Tips from the Pros: The Recording Industry

Getting your big break in the recording industry may seem like an impossible dream, especially if you’re a current student or recent graduate. There’s no exact blueprint for making it happen, but thankfully we happen to know some pros who are more than happy to share their advice.

Throughout our Ask Me Anything interview series, industry professionals have offered up tips and valuable lessons for those who want to get their foot in the door.

Looking to get your start? Read on for some important tips from industry experts.

Tips from Recording Industry Professionals

Check Your Ego at the Door

Each year the Audio Engineering Society holds their annual convention, where industry titans gather to showcase the latest and greatest in audio technology and recording products. Frank Wells has been an AES member since 1992 and held the role of president in 2013. When asked what advice he’d offer to aspiring audio engineers, it all came down to one thing – attitude.

“Attitude is still the most important thing. You can’t teach it. … No ego on yourself is what I’m saying; you’re not pumping your own ego. You don’t have to have the need to share your opinion. You’re going to get asked your opinion when you’ve proven your opinion is actually something they want. … The intangible attitude, you have to have the foundation of knowledge. You have to have the ability to work, but the attitude you bring to the equation is the biggest thing. So, you walk in with the right attitude, you tell people you’re willing to do whatever it takes to get started in that business and you show yourself and prove that and you’ll succeed. Somewhere, somehow, it will happen.”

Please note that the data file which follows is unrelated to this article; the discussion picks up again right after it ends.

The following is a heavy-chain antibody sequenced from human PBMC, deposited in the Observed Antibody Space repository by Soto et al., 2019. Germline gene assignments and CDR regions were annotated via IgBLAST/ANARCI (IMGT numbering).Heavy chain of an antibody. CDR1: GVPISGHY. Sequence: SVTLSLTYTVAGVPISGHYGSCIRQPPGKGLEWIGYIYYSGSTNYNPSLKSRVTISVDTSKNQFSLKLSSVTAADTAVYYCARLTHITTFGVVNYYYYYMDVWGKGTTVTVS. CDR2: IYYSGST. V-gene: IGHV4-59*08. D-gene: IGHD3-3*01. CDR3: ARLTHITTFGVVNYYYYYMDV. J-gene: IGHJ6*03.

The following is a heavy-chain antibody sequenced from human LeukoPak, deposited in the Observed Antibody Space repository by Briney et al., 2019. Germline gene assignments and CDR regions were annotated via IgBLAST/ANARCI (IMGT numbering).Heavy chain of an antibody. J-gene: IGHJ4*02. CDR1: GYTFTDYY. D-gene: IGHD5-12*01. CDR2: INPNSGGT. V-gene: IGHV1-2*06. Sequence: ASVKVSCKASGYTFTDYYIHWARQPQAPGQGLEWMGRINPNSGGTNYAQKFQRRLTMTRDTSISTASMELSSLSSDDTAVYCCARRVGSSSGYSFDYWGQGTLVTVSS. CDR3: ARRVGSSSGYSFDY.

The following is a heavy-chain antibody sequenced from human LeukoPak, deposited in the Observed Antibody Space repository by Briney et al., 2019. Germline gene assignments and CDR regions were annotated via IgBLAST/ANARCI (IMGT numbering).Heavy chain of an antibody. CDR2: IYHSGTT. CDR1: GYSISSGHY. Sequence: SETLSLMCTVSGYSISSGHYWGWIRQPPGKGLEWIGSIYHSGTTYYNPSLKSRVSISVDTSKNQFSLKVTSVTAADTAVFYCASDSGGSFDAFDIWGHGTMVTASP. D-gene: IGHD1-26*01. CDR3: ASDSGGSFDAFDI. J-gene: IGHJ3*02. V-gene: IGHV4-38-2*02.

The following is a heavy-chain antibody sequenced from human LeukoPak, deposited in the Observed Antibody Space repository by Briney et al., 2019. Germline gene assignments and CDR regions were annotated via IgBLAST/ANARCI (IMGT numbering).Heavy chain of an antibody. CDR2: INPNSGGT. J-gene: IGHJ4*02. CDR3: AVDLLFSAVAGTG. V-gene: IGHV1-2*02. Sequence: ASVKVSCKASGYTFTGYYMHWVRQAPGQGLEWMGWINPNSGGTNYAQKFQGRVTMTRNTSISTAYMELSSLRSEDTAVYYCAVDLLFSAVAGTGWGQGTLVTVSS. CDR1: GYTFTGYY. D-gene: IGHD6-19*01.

Develop the Full Package

Recording engineer and music producer Jimmy Douglass has had a Grammy-winning career that’s spanned four decades. He’s worked with artists in every genre imaginable, everyone from AC/DC to Hall & Oates. He served as Timbaland’s main engineer for over 10 years. Douglass’ advice to students set on becoming producers and engineers is to take a look around at their peers and develop a connection with these other musical artists.